UK government bond yields have been erratic and the pound has also fallen to its lowest level against the greenback. On Wednesday, the Bank of England said it was closely monitoring the “significant revaluation” of British assets.
The central bank intervenes in the British bond markets.
The Bank of England (BOE) revealed on Wednesday that it will begin temporary purchases of long-term bonds and suspend the quantitative tightening tactics the central bank has recently deployed. Two days ago the British pound fell to an all-time low against the U.S. dollar, and during Wednesday’s trading sessions the pound fell to the level of 1.0541 nominal U.S. dollars per unit.
UK government bond yields have soared recently and are suffering from the same volatility as US Treasuries. Yields in the U.K. have risen the most since 1957 and in a statement Wednesday, the BOE said it was monitoring the situation very closely. “If the dysfunction in this market were to continue or worsen, there would be a significant risk to the UK’s financial stability“, the BOE said on Wednesday. The UK central bank added:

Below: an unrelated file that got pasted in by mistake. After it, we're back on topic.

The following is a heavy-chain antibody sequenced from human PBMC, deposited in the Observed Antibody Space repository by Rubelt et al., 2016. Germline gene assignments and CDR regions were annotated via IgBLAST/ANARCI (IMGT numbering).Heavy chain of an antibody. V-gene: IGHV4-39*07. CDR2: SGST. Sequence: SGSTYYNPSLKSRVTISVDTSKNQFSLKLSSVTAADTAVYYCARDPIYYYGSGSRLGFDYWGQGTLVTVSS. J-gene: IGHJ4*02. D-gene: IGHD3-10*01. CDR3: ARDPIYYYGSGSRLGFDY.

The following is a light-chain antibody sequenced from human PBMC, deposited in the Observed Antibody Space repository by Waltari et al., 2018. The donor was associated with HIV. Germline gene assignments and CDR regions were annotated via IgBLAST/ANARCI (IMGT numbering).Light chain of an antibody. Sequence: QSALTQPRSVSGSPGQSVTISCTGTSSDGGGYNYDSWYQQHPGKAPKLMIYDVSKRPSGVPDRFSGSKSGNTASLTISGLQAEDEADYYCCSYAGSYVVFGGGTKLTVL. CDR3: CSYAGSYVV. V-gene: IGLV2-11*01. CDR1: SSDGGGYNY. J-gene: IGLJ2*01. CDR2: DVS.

“This would lead to an unwarranted tightening of funding conditions and a reduction in the flow of credit to the real economy. In line with its financial stability objective, the Bank of England stands ready to restore the functioning of the market and reduce any risk of contagion in credit conditions for UK households and businesses.”
The BOE’s actions follow a similar move by the Bank of Japan six days ago. After the Japanese yen fell to a 24-year low, the Japanese central bank decided to intervene in the currency markets. The yen rebounded following the intervention and on Wednesday the British pound also rebounded against the greenback after the BOE announced it would begin temporary purchases of long-term British government bonds.
The pound is trading at a nominal $1.0661 per unit, down 0.61 percent in the past 24 hours. The BOE said it plans to intervene “on any scale necessary” for “restore orderly market conditions.“